Clean Energy Wire
Energy state secretary Rainer Baake has quit after four years in charge of Germany’s flagship Energiewende policy at the Ministry for Economic Affairs and Energy (BMWi). Baake, a Green Party politician whose appointment by then economy minister Sigmar Gabriel (SPD) came as a surprise at the time, criticised the new government’s energy and climate plans in a resignation letter seen by the Clean Energy Wire. The plans for the energy transition (Energiewende) in the new coalition agreement were a “bitter disappointment”, Baake wrote to incoming energy and economy minister Peter Altmaier (CDU). The new government was “missing out on the opportunity to thoroughly modernise Germany’s economy”, Baake said, adding that forces who wanted to preserve old and "climate-damaging” structures had apparently been stronger.
During his time in office, Baake oversaw the reform of the core Energiewende legislation, the renewable energy act EEG, which included the shift from feed-in tariffs to a tender system, a move heavily criticised by the renewable energy industry. Baake, who has been dubbed “Mr. Energiewende” by German media for his expertise and his key role in the country’s energy policy, also repeatedly locked horns with utilities and the coal miners' union. He proposed a “coal levy” in order to cut emissions from coal power plants. Instead, some lignite plants were transferred to a paid “security standby” reserve, before being closed down permanently.
Ever since Chancellor Angela Merkel decided to hand the energy ministry in the coalition government with the Social Democrats to her close ally Altmaier, Baake’s future at the ministry had been uncertain. Saxony’s state premier Michael Kretschmer (CDU) called for Baake’s resignation last week, saying that he was responsible for “ideologically charging up energy policy”.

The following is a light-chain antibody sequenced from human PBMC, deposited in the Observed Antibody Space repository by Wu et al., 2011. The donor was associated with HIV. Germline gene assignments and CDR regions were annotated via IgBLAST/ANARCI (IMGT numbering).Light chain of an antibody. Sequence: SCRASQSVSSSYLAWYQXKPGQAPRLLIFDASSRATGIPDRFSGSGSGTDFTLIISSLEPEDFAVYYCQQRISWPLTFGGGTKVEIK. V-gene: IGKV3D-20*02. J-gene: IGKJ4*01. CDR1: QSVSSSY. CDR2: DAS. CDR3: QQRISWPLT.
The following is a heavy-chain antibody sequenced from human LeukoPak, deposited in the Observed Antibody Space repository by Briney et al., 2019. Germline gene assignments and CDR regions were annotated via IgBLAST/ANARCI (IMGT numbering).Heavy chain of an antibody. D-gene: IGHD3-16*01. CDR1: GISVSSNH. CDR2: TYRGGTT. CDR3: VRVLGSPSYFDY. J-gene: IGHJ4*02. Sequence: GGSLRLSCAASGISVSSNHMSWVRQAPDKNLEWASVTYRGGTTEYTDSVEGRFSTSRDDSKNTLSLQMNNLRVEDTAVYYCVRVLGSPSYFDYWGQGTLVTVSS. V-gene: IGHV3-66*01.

CDU Economic Council
In a document named Energy Agenda 2030, the Economic Council of German Chancellor Angela Merkel’s conservative CDU has issued a “list of demands” for designated economy and energy minister Peter Altmaier. A “readjustment” of Germany’s energy and climate policy “towards more market and more Europe” was necessary to ensure that the energy transition can be continued with success, said the Economic Council’s secretary general, Wolfgang Steiger. The Conservatives’ council says Germany’s energy system needs to become more flexible and innovative, which was being hampered “due to politically imposed high power prices”. The council argues that “no other state in the EU has saved more CO2 emissions than Germany in the past 30 years”, and it was now necessary to “not talk this success down” but rather to strengthen it. The council rejects a carbon floor price in Germany and wants to “strengthen and expand” the EU emissions trading system (ETS) instead. It also argues that Germany’s Renewable Energy Act (EEG) “has fulfilled its purpose” of funding the expansion of renewable energy sources and needed to be “phased out” as wind and solar power have become competitive.
The CDU's Economic Council is no internal party organ but rather a business association positioning itself close to the CDU's economic policy principles.
See the CLEW interview with government energy policy advisor Andreas Löschel for more information.
Federal Motor Transport Authority
The number of cars and trailers in Germany has risen by 1.1 million in 2017 to a total of 63.7 million, the Federal Motor Transport Authority (KBA) says in a press release. The most used brand is VW with 21.5 percent, followed by Opel (9.8 percent) and Daimler (9.4 percent). The most used engine types are petrol with 65.5 percent and diesel with 32.8 percent. The number of electric cars rose by over 58 percent to roughly 53,860 cars, and that of hybrid cars by 43 percent to 236,710, the KBA says.